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Penn State Football: Budding Broadcaster Aeneas Hawkins Does My Job & Interviews Teammate PJ Mustipher

by on May 23, 2019 7:00 PM

Penn State sophomore defensive tackle Aeneas Hawkins wants to be a TV broadcaster when he graduates.

This week, he tackled his first assignment:

Interview teammate PJ Mustipher.

Hawkins knocked it out of the park. He was smooth as glass and as smart as Stephen A.

At my behest during Wednesday’s media availability with the Nittany Lions’ class of rising sophomores, Hawkins — a 6-foot-2, 274-pounder from famed Moeller High in Cincinnati — took my phone and took control of a Q&A with Mustipher, a 6-4, 300-pounder from Maryland’s famed McDonough High.

A transcript of that interview follows. Rest assured, it won’t be Hawkins’ last time asking the questions. (Mustipher more than held his own, as well.)

HAWKINS: I’m here with PJ Mustipher, No. 93. You wrapped up your first year of college. I’m interested in hearing what you think are the biggest challenges stepping in here as a new guy, as a new face. How do you handle those?

MUSTIPHER: Right, right. There are a lot of things you don’t realize until you are in the full swing of fall. I think there are a lot of misconceptions when you are here in the summer, having a good time, taking one class, doing a couple of workouts.

But once you get in the fall, when you have to balance football and school and want to have a little bit of social life — but you don’t know if you can — that’s when it gets tough. I would say that’s the biggest challenge, learning how to balance each and every one of those fields: school, football and social life. No matter how long it takes, you just have to push through it and keep working.

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HAWKINS: Let me give you a follow-up, PJ.

You listed some of the biggest challenges you can have here as a true freshman. You played early on (12 games in 2018). How would you describe yourself and those adjustments you made? And what would you advise young guys coming in if they want to make an impact immediately?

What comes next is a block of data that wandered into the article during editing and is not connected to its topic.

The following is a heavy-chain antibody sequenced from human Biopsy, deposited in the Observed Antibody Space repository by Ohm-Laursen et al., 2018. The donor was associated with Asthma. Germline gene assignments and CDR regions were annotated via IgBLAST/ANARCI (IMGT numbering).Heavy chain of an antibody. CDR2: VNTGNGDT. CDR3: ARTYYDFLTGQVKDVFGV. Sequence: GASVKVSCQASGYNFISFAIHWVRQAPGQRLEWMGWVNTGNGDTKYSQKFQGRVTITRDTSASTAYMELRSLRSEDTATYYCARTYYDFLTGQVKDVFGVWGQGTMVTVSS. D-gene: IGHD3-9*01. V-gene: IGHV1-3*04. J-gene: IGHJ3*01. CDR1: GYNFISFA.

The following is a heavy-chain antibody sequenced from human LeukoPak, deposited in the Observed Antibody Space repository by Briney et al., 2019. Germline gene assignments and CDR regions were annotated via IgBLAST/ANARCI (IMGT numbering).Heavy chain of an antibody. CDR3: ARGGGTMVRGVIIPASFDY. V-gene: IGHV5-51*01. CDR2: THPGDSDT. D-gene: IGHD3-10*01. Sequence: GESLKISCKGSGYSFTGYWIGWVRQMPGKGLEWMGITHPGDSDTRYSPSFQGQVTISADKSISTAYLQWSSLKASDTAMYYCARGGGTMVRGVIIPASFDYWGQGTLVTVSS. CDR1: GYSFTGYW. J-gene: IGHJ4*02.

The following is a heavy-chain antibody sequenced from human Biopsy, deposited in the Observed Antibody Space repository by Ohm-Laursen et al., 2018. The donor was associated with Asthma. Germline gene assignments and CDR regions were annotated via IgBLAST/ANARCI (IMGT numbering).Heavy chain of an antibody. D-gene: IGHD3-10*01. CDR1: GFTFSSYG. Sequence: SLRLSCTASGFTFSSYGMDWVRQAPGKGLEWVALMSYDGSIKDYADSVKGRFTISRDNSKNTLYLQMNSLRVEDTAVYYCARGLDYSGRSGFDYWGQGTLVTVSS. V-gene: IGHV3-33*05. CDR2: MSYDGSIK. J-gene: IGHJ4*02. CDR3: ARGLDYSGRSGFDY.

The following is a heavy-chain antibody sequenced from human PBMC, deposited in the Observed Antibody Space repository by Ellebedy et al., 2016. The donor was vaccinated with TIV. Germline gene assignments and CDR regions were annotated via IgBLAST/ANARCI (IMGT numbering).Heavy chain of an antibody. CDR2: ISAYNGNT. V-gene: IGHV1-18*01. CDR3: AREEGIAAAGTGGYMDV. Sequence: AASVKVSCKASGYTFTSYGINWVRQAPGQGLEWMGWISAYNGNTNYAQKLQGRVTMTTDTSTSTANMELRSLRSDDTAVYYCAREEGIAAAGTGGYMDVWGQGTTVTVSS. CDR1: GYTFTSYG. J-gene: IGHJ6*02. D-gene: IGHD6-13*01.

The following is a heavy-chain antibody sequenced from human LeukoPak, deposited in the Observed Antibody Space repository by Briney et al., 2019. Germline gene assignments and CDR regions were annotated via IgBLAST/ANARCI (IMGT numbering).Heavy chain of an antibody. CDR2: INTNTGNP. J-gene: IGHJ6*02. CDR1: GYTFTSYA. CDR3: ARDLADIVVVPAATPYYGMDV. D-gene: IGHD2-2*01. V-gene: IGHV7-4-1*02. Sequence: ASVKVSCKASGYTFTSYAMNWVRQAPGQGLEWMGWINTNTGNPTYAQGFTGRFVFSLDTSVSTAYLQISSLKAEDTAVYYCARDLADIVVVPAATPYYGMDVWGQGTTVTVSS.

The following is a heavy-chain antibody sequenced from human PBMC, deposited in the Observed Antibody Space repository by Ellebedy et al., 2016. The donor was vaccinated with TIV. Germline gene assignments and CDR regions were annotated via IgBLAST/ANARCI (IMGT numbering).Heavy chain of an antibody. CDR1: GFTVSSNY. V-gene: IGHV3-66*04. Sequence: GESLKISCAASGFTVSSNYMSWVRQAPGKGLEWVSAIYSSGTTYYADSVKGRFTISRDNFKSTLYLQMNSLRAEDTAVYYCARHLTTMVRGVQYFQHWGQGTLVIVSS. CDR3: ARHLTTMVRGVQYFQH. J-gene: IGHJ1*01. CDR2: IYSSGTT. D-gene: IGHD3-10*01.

MUSTIPHER: I would say first and foremost come in in shape. That’s the first evaluation you’re going to get as a true freshman.

The second is to always set a course. No matter what, you’re going to have obstacles. No matter who you are, the challenges are going to come your way and they’re going to come frequently. So, you have to be willing to put your head down and know what the goal is at hand. You’re going to get there if you follow that line of thinking.

HAWKINS: PJ, talk to me about the personal challenges and obstacles you faced coming in here — a guy who made an impact his freshman year. What were some of those things you had to get through?

MUSTIPHER: When things weren’t going my way at first, it was kind of a bumpy road at the beginning of the season. I just had to trust that the coaches wanted the best for me. They’ve been doing it for a long time, so I had to believe and trust in them. Doing that and believing in the process was the biggest thing for me.

If you keep your head down and know what your goal is, you can overcome it like I did.

HAWKINS: You talk about trust. How pivotal has a guy like Sean Spencer (D-line coach and associate head coach) been in developing trust here off the field?

MUSTIPHER: I think you would know the answer to that question since you’re in the same room as me. You could answer that question yourself.

(Both players crack up. Seconds pass. Hawkins finally regains control of the interview and resumes asking Mustipher questions.)

HAWKINS: Lock it in, lock in it. Tell me how pivotal Coach Spencer has been in your development as football player.

MUSTIPHER: Just being around coach Spence every day, his energy and the passion he brings to the game and the guys in his room. He wants to see every one of us succeed, and I think we’ve done that. We’re going to improve under his wing and continue to develop, given all the knowledge has given us.

HAWKINS: PJ, you’re a young D-tackle here in this system. Coach Spencer has talked publicly about how it is a challenge for young D-tackles to get on the field. You are the first one he’s had do it.

I want you to describe your relationship with a guy like Rob Windsor (fifth-year senior D-tackle and returning starter), who’s experienced and a veteran. How much has Rob meant to a guy like you in your development?

MUSTIPHER: For sure, he has. You mentioned Rob and I was just on the phone with him and he’s doing really well. Rob is someone I can look up to, someone who has been on the field for multiple years. He’s produced at a level I want to produce at. He’s received a number of honors.

I can call him whenever I need him. I can’t wait to be on the field with him this year, along with the rest of the guys in the room. I love Rob.



Mike Poorman has covered Penn State football since 1979, and for StateCollege.com since the 2009 season. His column appears on Mondays and Fridays. Follow him on Twitter at http://twitter.com/PSUPoorman. His views and opinions do not necessarily reflect those of Penn State University.
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